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January 2002



This page contains an archived post to the Java Answers Forum made prior to February 25, 2002. If you wish to participate in discussions, please visit the new Artima Forums.



Posted by Matt Gerrans on January 20, 2002 at 4:08 PM

> [snip]
> > To add a few thoughts on this part, the behaviour of clone() is entirely dependant on how the method is implemented. For example, if the class implementing clone() has an instance of another class, the member object's clone() method (if present at all)is not called by default. Unless an explicit call to clone() is made to the member object, both the clones refer to the same member object!
> [/snip]

> both the clone() ? both of which clone(), since your statement includes this phrase "unless an explicit call to clone() is made to the member object"? and both refer to which member object?

I think he means that if the class being cloned has references to other classes, those must also be properly cloned. If it is not done, then your cloned object will refer to the same object as the object from which it was cloned. For example, suppose you have the following (omitting many details that I leave to your fertile imagination):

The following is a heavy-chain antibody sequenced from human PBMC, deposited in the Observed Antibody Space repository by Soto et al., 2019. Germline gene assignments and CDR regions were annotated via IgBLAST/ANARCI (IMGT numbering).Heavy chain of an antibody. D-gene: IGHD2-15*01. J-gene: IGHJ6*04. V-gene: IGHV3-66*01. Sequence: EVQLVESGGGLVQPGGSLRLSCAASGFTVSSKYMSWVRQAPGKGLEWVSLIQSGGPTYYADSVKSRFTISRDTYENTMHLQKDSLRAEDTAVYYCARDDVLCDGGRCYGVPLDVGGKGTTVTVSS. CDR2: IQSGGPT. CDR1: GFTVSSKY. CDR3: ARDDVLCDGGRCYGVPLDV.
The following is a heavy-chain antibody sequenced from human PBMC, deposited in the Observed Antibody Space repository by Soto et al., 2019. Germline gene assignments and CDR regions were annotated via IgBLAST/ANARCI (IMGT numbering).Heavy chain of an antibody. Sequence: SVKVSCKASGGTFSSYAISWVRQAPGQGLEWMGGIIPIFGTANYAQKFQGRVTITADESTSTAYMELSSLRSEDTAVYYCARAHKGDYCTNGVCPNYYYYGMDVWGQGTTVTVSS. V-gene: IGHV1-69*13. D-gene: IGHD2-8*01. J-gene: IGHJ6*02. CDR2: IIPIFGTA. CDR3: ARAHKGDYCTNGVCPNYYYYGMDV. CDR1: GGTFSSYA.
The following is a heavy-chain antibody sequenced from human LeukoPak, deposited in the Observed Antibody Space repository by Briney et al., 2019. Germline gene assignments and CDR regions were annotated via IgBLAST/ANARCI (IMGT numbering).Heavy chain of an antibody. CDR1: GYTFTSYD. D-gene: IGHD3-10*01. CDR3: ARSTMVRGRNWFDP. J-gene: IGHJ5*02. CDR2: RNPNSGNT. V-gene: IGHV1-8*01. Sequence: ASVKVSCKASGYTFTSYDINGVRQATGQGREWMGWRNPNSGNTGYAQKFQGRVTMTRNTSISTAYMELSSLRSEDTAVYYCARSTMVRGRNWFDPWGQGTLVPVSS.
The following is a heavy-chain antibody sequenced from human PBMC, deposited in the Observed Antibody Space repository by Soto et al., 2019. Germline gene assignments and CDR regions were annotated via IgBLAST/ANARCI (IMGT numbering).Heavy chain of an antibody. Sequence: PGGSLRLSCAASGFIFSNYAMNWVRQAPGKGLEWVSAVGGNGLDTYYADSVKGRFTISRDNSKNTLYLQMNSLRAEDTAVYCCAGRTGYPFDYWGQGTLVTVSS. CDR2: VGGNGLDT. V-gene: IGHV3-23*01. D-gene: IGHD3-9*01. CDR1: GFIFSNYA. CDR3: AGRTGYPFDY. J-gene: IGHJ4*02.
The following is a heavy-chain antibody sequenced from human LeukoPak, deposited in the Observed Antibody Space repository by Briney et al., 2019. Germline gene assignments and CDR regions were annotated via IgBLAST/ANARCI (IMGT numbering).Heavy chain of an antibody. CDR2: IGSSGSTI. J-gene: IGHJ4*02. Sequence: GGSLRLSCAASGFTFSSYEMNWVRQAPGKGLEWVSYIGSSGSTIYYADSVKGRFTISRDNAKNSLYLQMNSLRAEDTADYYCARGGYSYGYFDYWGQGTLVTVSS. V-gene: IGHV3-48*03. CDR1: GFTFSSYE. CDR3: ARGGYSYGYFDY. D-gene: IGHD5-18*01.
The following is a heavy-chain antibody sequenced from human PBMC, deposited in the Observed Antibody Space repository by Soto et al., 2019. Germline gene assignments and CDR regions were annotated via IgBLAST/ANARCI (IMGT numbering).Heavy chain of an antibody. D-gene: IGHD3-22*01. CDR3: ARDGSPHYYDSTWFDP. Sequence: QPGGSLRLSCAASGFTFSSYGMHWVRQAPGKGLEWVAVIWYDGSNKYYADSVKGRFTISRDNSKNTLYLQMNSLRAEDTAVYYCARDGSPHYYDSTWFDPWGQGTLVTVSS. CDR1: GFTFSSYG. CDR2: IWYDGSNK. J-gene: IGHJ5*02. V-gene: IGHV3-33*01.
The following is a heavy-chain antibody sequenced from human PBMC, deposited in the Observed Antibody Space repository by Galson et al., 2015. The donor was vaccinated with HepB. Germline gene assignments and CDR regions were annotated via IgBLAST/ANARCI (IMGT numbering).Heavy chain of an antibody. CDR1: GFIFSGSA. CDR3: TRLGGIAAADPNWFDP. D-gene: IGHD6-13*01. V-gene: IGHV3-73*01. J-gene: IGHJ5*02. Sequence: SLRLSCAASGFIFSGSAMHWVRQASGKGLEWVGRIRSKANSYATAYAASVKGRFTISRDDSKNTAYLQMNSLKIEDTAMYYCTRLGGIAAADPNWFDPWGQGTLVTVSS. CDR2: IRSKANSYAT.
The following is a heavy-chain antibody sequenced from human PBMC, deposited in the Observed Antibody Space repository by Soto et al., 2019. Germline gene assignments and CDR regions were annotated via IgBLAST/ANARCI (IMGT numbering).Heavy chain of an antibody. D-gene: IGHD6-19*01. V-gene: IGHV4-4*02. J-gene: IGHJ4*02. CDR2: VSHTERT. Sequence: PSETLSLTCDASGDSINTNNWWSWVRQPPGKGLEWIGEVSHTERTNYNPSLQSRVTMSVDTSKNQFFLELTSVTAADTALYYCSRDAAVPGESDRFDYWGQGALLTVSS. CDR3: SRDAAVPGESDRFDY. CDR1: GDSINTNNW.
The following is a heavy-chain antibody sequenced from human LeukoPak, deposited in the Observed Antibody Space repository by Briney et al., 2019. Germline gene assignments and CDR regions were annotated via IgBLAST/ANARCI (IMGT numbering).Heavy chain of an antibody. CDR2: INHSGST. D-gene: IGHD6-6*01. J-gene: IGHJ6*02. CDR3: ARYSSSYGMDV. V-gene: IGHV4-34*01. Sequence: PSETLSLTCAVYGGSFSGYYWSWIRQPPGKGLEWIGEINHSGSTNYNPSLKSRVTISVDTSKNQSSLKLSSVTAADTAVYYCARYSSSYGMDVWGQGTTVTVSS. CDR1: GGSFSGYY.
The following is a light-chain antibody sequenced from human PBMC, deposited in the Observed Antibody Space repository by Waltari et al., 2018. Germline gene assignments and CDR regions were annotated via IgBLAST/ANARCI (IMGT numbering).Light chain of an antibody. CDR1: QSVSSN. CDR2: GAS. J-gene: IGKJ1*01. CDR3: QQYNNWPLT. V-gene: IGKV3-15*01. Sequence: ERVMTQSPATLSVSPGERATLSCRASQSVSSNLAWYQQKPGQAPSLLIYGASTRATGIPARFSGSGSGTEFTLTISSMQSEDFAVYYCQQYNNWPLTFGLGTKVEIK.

class CheeseDog implements Cloneable
private Cheese cheeseFlavor;

CheeseDog( Cheese flavor )
cheeseFlavor = flavor;

Now, if you do a new CheeseDog( new Cheese("gouda") ); and another new CheeseDog( new Cheese("gouda") ); you have four unique objects, but if instead of the second new CheeseDog( new Cheese("gouda") ); you had done a clone(), you could possibly have only three objects, because the same Cheese object maybe be referred to by both. What Jay is saying (I think), is now you have to go check out the implementation of clone() for the CheeseDog object and make sure that it does what you are expecting -- that is, is it cloning all of its contained objects (and are they cloning theirs, etc.)? It just opens a can of worms.

Not only that, but you have to deal with the annoying checked exception that clone() may toss.

The goofy thing about the Cloneable interface (besides its spelling) is that it is empty and just enables clients to call clone() on your class. However, you are not really forced to override the clone() method and if you don't then you get the default clong() of Object (or some superclass that overrode it), which may likely be inadequate. Additionally, even if the class in question (CheeseDog is this example) has overridden clone(), you have the lingering questions (mentioned above) about the suitability of its implementation to your purposes. All of this ambiguity is avoided with new.


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